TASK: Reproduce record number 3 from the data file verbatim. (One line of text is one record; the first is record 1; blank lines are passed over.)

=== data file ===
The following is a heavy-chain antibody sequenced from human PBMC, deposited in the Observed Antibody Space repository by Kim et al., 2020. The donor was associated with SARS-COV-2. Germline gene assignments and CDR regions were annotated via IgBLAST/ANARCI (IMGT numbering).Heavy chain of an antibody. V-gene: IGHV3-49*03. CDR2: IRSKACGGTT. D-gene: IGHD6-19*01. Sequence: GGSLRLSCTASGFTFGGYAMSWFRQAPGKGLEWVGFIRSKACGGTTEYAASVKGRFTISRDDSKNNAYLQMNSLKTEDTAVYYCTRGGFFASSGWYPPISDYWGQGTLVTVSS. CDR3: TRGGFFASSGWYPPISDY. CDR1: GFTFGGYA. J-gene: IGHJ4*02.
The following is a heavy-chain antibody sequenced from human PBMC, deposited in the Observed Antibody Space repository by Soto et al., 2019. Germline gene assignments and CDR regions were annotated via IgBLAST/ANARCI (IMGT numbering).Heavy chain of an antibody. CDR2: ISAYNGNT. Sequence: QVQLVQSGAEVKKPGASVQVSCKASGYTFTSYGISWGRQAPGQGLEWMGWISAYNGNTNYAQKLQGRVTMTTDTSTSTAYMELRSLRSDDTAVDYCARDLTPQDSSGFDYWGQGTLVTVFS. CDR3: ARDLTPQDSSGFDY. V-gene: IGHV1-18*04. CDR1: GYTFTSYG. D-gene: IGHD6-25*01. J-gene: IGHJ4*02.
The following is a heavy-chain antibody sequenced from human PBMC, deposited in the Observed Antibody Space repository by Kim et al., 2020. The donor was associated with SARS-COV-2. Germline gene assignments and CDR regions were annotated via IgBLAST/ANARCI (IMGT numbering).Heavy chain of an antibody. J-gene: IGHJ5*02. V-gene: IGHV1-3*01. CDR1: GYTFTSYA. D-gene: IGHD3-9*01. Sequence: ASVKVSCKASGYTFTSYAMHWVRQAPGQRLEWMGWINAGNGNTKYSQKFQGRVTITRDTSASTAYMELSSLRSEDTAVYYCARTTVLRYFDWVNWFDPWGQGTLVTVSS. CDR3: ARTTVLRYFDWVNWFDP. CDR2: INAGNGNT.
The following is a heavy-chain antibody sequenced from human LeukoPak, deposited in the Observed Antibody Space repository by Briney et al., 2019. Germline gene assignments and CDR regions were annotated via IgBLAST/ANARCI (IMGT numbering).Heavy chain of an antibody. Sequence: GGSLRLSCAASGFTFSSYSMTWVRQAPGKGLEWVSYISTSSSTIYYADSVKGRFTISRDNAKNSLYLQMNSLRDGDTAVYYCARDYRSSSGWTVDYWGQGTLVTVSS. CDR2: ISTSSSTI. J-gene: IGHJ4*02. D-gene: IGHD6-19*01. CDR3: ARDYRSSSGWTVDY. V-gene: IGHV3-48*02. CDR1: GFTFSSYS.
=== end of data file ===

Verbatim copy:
The following is a heavy-chain antibody sequenced from human PBMC, deposited in the Observed Antibody Space repository by Kim et al., 2020. The donor was associated with SARS-COV-2. Germline gene assignments and CDR regions were annotated via IgBLAST/ANARCI (IMGT numbering).Heavy chain of an antibody. J-gene: IGHJ5*02. V-gene: IGHV1-3*01. CDR1: GYTFTSYA. D-gene: IGHD3-9*01. Sequence: ASVKVSCKASGYTFTSYAMHWVRQAPGQRLEWMGWINAGNGNTKYSQKFQGRVTITRDTSASTAYMELSSLRSEDTAVYYCARTTVLRYFDWVNWFDPWGQGTLVTVSS. CDR3: ARTTVLRYFDWVNWFDP. CDR2: INAGNGNT.